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About bonanova

  • Rank
    Retired Expert
  • Birthday November 03

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  • Gender Male
  • Location New York
  • Interests Music [performing and directing], photography.

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  1. Drop two sticks

    It turns out to rational. When the two sticks lie close to the opposite diagonals they always intersect, when they're near the same diagonal they intersect with a very simple probability that I think can be proved geometrically
  2. The lion and the tamer

    Good thinking. Let's add the condition that the lion and tamer are point objects. Can they coincide? Also, could the lion reduce the radius of his circle to that of the lion and maintain any angular separation he might at some point have obtained? (Your solution prohibits this, but suppose the lion made one misstep and just for a moment he lagged the angle of the tamer.) This question has an amusing answer.
  3. The lion and the tamer

    Hi and welcome Chandra. Let's add the condition that the tamer (and the lion) can change/reverse directions instantaneously. Tamer can switch from CW to CCW at his pleasure.
  4. The lion and the tamer

    If a lion and his tamer can run at precisely the same speed without tiring, would the tamer be safe inside the lion's circular cage? Assume the lion sits on a stool at the center of the cage as the tamer enters though a door on the perimeter of the cage. You can also neglect the size of their bodies. i.e. consider the lion and tamer as points.
  5. Dangerous safari?

  6. 3 remarkable numbers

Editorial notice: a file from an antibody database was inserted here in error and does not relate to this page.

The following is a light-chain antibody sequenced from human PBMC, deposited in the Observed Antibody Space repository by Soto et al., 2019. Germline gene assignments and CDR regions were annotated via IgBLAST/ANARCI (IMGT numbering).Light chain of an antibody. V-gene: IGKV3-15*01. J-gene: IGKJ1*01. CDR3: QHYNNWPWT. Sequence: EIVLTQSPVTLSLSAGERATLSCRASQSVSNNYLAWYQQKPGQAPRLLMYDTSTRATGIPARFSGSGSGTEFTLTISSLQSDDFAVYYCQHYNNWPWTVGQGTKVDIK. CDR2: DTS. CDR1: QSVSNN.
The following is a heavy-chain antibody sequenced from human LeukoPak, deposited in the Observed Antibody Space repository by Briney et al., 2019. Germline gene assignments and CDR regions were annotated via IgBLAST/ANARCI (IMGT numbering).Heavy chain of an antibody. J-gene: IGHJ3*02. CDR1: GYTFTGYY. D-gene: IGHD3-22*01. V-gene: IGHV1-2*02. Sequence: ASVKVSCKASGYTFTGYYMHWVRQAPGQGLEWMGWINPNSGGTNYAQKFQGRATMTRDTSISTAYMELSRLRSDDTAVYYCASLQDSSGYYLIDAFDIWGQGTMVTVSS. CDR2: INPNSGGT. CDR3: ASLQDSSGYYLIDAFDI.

The puzzle is interesting, especially for those who are into number theory. Last week I looked at this puzzle and decided I would not be able to find the connection among the numbers. So I searched OEIS out of curiosity. For some reason I didn't find it. (Strange.) Next I Googled the numbers themselves, and that turned up the football reference. <moderator hat on> I agree with Mike's sentiments. The Forum is for solving puzzles; it's not an Internet scavenger hunt. If you can't solve it, say so and maybe start a (spoilered) group effort. Or ask the OP for a clue. The spoiler function permits multiple users to have a go at solving a puzzle. So solutions belong there. (Even funny ones about football.) <moderator hat off>
  7. 3 remarkable numbers

    I'll bet this is not the answer you're looking for, but it does qualify as a remarkable matchup:
  8. What are these?

    Good one. But I can't identify all of the movies, either.
  9. Principal's age

    Assuming that they bought
  10. Drop two sticks

    In this puzzle, limits can lead us astray.
  11. In the case of 80 mph the fly, Ferrari and truck all meet on the fly's first and only collision. The OP asks the fly to move to the truck, back to the Ferrari, back to the truck and finally back to the Ferrari. Then, "upon returning from the second trip," the three collide. The 80 mph case has them colliding upon reaching the truck for the first and only time.
  12. Drop two sticks

    Yes. Sorry I didn't make that clear. In reply to your answer,
  13. Drop two sticks

  14. I think those equations describe the conditions described in the OP. But I don't think there is a solution that satisfies the OP. Maybe that is just what you are saying. But I don't think it's the fault of the equations; it's the claim in the OP that the three all collide at the conclusion of the second round trip of the fly. That just can't happen if all three have constant speeds. Consider the situation at time1 + time2 + time3, when the fly has hit the truck for the second time. The fly completes his trip by returning to the Ferrari. But it doing so it must perform an impossible task. (1) It must fly back to the Ferrari at a speed that is greater than the speed of the truck (it's at least the speed of the Ferrari), but (2) it must arrive at the same time that the truck arrives. That is not possible. The fly will arrive at the Ferrari before the truck does.
  15. Here's a simulation without actually writing the program: